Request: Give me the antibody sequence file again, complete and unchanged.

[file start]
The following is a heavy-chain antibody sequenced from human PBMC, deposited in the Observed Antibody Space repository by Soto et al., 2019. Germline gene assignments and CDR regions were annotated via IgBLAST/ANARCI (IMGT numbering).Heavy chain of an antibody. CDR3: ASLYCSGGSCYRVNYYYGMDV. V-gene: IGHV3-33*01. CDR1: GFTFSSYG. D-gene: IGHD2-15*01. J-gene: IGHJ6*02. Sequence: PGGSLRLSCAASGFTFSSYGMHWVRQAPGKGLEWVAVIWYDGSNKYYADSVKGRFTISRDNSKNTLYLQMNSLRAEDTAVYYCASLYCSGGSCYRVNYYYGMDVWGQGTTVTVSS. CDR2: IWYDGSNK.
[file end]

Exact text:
The following is a heavy-chain antibody sequenced from human PBMC, deposited in the Observed Antibody Space repository by Soto et al., 2019. Germline gene assignments and CDR regions were annotated via IgBLAST/ANARCI (IMGT numbering).Heavy chain of an antibody. CDR3: ASLYCSGGSCYRVNYYYGMDV. V-gene: IGHV3-33*01. CDR1: GFTFSSYG. D-gene: IGHD2-15*01. J-gene: IGHJ6*02. Sequence: PGGSLRLSCAASGFTFSSYGMHWVRQAPGKGLEWVAVIWYDGSNKYYADSVKGRFTISRDNSKNTLYLQMNSLRAEDTAVYYCASLYCSGGSCYRVNYYYGMDVWGQGTTVTVSS. CDR2: IWYDGSNK.